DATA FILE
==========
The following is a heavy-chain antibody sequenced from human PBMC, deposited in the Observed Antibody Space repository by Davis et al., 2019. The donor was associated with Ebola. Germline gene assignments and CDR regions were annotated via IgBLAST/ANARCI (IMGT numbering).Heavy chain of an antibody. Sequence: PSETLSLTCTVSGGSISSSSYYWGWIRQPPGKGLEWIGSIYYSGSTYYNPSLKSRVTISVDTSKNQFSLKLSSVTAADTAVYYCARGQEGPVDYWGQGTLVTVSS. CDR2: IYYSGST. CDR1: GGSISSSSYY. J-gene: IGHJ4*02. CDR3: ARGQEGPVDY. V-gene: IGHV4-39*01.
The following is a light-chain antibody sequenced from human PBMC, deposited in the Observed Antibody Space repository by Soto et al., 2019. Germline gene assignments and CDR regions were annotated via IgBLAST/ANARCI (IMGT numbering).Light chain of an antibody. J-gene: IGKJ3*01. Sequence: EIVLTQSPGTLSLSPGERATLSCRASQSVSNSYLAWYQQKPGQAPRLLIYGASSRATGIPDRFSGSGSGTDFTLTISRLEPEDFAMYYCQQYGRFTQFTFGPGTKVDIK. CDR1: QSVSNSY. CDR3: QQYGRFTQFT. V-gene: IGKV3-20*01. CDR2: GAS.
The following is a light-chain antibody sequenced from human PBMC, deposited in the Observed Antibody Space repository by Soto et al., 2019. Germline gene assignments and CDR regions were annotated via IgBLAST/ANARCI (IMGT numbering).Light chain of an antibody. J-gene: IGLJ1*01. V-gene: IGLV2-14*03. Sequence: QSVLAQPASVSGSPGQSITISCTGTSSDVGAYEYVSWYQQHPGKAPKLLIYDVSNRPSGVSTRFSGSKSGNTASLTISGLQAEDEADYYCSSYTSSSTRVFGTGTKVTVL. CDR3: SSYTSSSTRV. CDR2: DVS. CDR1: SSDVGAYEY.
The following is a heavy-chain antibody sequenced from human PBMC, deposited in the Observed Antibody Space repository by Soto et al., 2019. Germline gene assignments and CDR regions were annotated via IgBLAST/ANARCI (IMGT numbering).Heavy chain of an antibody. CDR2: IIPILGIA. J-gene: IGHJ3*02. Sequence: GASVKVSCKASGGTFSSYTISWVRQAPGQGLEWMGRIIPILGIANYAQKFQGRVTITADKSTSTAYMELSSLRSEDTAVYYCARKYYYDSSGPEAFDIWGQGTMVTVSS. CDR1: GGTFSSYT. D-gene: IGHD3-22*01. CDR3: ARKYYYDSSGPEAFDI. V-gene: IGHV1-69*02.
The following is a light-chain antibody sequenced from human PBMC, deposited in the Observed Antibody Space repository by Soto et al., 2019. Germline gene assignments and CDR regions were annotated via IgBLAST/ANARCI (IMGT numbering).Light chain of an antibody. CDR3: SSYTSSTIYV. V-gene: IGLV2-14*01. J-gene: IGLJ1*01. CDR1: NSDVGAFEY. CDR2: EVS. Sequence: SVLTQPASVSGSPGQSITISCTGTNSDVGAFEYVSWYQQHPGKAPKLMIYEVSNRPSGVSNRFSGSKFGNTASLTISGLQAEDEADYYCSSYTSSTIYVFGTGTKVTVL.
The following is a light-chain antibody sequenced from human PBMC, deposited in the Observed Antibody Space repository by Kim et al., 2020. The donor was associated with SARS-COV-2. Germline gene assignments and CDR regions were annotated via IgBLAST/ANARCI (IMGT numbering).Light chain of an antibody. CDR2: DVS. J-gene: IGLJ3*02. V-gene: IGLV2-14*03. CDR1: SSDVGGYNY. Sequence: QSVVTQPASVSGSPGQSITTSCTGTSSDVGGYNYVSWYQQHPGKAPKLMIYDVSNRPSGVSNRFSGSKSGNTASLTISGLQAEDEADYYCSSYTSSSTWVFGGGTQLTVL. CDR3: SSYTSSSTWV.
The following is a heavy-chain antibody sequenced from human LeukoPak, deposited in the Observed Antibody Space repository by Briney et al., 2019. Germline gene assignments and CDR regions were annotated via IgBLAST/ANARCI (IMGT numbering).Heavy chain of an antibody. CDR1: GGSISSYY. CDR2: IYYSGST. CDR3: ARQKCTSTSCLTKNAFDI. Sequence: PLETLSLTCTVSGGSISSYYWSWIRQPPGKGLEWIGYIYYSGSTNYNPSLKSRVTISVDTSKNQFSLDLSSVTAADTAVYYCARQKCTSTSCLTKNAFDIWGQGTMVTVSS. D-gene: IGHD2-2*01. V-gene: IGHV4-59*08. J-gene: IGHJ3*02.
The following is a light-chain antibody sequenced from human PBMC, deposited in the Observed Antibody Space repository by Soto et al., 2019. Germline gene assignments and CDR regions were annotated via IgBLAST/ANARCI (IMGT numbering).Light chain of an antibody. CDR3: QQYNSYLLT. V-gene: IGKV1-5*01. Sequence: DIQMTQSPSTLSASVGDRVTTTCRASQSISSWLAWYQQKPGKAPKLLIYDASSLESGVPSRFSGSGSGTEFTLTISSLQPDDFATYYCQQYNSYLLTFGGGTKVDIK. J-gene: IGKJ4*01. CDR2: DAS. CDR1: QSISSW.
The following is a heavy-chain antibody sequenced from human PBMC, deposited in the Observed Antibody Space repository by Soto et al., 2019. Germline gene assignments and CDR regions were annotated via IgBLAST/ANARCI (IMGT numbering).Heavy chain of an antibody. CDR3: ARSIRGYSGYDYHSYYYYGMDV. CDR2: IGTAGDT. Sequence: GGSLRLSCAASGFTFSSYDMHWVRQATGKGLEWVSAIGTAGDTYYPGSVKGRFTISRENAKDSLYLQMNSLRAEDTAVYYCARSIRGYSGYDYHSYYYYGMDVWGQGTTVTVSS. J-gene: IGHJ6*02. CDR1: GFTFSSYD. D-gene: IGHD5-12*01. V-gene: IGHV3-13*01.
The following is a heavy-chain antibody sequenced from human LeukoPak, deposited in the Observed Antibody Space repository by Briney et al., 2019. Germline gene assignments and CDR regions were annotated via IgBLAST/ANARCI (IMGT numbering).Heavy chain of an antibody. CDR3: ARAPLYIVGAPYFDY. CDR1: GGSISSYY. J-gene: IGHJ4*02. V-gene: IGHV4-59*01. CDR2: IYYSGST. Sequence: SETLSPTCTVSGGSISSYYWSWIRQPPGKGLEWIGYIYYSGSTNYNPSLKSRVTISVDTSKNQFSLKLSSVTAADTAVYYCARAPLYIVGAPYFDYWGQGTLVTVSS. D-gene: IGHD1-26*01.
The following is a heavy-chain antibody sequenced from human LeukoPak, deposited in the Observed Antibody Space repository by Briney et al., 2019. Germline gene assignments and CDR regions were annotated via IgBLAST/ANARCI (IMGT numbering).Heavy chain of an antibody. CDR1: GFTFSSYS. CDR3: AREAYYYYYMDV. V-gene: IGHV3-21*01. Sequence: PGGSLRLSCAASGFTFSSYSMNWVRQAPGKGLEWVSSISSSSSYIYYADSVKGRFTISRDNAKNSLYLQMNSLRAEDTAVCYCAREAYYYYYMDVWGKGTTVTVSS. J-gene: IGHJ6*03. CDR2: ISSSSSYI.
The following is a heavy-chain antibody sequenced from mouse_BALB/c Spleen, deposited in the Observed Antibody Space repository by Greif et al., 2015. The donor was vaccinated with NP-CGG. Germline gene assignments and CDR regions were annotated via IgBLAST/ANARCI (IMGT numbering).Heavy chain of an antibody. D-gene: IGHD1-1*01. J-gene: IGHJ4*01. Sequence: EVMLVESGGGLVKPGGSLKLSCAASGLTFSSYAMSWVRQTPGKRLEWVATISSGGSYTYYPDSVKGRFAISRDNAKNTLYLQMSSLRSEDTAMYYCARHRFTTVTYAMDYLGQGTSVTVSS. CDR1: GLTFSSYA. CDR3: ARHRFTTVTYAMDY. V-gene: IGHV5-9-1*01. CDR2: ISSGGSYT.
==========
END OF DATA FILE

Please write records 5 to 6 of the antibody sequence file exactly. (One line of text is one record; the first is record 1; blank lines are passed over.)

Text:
The following is a light-chain antibody sequenced from human PBMC, deposited in the Observed Antibody Space repository by Soto et al., 2019. Germline gene assignments and CDR regions were annotated via IgBLAST/ANARCI (IMGT numbering).Light chain of an antibody. CDR3: SSYTSSTIYV. V-gene: IGLV2-14*01. J-gene: IGLJ1*01. CDR1: NSDVGAFEY. CDR2: EVS. Sequence: SVLTQPASVSGSPGQSITISCTGTNSDVGAFEYVSWYQQHPGKAPKLMIYEVSNRPSGVSNRFSGSKFGNTASLTISGLQAEDEADYYCSSYTSSTIYVFGTGTKVTVL.
The following is a light-chain antibody sequenced from human PBMC, deposited in the Observed Antibody Space repository by Kim et al., 2020. The donor was associated with SARS-COV-2. Germline gene assignments and CDR regions were annotated via IgBLAST/ANARCI (IMGT numbering).Light chain of an antibody. CDR2: DVS. J-gene: IGLJ3*02. V-gene: IGLV2-14*03. CDR1: SSDVGGYNY. Sequence: QSVVTQPASVSGSPGQSITTSCTGTSSDVGGYNYVSWYQQHPGKAPKLMIYDVSNRPSGVSNRFSGSKSGNTASLTISGLQAEDEADYYCSSYTSSSTWVFGGGTQLTVL. CDR3: SSYTSSSTWV.